The Jaguar XE compact sedan, which will go on sale in 2016, was unveiled on Monday in London, U.K. The vehicle's styling is strongly reminiscent of the current Jaguar XF, with taut and sporty proportions that are well in keeping with the luxury brand's trademarks. Most of the vehicle is made of aluminum, including much of its chassis, which will help the sedan keep its curb weight in the neighborhood of 3,240 lbs - a remarkable achievement for a premium car.
Jaguar plans to outfit the XE with a variety of engine options, including a four-cylinder and a turbodiesel for European buyers, but at the launch the only technical details provided were for the XE S, which features 340 horsepower, 3.0-liter supercharged V-6. This is the same engine found under the hood of the base Jaguar F-Type, and it's also good for 332 lb-ft of torque. An eight-speed automatic transmission will be included with each Jaguar XE model, and the sedan will featuring a starting price of $44,000.
The born-SRT-but-now-Dodge Viper has had a terrible time finding an audience amongst sports car fans, and it wouldn't be much of a stretch to say that a big part of the problem was the car's $100k+ sticker price. Unused to paying such a premium to get behind the wheel of even a base Viper, shoppers stayed away in droves and created a sales nightmare for what was already a boutique model with modest projections.
Chrysler has taken a drastic step with the 2015 Dodge Viper by slashing its price to $84,995, a $15k cut that aligns the entry-level cost of the coupe with that of the original Viper that debuted in 1992 (when adjusted for inflation). Naturally, this kind of oopsie can create bad blood between Dodge and the loyal customers who had already purchased their six-figure Vipers, which is why Chrysler will be giving owners a special coupon that they can use on a future Viper purchase - one that will subtract a further $15,000 from its sticker price for a total savings (compared to last year) of $30,000.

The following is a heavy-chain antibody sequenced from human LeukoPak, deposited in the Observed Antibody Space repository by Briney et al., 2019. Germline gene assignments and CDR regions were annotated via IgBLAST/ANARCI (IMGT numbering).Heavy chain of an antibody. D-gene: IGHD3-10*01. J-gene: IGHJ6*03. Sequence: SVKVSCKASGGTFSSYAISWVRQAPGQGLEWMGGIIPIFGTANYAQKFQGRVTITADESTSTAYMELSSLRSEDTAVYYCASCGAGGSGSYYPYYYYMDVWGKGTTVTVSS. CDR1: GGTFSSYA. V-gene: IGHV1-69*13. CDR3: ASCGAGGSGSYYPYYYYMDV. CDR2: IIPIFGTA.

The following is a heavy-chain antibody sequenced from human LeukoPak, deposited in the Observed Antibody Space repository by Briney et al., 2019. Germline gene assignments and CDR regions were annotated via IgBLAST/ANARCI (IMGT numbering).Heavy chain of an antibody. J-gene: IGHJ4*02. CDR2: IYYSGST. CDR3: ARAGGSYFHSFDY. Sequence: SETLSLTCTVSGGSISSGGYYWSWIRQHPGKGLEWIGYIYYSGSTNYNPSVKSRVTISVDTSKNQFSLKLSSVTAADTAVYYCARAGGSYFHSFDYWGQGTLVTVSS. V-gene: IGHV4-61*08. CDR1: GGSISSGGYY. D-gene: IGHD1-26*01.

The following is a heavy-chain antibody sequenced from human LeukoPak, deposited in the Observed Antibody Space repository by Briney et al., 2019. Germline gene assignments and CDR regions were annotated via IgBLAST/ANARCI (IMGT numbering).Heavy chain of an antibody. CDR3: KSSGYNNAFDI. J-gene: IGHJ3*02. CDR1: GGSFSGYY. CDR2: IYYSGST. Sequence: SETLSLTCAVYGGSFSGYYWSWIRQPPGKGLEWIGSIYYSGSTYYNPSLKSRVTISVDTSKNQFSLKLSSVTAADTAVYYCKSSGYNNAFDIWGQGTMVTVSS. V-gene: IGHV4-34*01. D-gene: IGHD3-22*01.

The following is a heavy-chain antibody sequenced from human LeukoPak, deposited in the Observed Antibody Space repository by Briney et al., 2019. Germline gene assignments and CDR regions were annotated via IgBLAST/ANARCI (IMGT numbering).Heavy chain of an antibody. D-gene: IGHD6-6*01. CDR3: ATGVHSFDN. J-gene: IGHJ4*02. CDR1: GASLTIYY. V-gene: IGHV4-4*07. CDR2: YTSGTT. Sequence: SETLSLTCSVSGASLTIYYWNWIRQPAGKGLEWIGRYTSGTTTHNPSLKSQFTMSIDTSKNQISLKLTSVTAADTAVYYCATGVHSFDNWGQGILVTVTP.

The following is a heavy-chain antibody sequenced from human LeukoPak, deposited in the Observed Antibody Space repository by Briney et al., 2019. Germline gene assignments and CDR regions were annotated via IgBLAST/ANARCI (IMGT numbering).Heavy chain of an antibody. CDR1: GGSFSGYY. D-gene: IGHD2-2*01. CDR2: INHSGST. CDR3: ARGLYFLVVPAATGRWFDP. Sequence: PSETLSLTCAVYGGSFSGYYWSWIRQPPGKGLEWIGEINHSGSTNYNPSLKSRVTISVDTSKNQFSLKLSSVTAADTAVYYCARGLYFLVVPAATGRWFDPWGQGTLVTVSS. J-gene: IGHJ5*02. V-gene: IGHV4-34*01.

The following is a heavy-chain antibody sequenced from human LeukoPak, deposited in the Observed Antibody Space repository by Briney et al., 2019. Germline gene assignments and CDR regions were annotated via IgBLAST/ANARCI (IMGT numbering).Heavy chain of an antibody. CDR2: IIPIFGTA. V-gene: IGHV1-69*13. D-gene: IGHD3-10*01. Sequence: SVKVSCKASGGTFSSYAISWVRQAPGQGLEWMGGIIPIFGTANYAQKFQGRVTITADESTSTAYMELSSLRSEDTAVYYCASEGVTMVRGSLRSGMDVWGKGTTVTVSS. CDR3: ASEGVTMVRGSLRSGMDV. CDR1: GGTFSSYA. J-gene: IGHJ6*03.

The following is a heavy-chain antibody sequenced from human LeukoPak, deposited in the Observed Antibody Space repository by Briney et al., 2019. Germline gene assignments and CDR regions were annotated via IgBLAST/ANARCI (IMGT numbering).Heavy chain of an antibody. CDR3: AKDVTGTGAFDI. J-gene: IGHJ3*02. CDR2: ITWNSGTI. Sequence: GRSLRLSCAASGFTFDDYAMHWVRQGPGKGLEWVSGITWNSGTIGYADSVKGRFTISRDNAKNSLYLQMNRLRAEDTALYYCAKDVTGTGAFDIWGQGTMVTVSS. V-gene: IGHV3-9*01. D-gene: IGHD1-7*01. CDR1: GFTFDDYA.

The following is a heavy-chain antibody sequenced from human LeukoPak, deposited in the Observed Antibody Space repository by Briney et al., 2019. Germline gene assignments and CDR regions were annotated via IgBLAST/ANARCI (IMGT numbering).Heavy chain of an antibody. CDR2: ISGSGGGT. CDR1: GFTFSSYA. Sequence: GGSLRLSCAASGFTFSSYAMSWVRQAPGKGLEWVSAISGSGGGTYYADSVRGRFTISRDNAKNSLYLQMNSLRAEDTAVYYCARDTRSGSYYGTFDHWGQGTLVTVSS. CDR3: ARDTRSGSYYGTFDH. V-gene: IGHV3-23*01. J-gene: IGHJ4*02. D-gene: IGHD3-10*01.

This program could very well help jumpstart Viper sales, but it has to represent some kind of record for the biggest factory-assist to depreciation in the history of the automobile. As an added plus, the 2015 Viper will now be available from any Dodge dealership, not just the SRT-certified operations that had previously been entrusted with selling the car.
Have you ever wondered why your car couldn't anonymously talk to the car beside it in the next lane? Neither have I, but the folks at Cadillac will be making that a reality - at least on some models - by 2017. The Cadillac CTS will gain a 'vehicle-to-vehicle' communications system that will transmit its location and speed to other so-equipped automobiles in an effort to prevent accidents. In theory, the car will be able to warn drivers of stopped or panic-braking vehicles ahead, and potentially interface with a semi-autonomous driving system that Cadillac will be releasing at the same time (which controls some accelerator, brake, and steering inputs). There's no word on whether this standard CTS feature will make use of an open protocol that will allow it to get in touch with other makes and models should the concept catch on with automakers.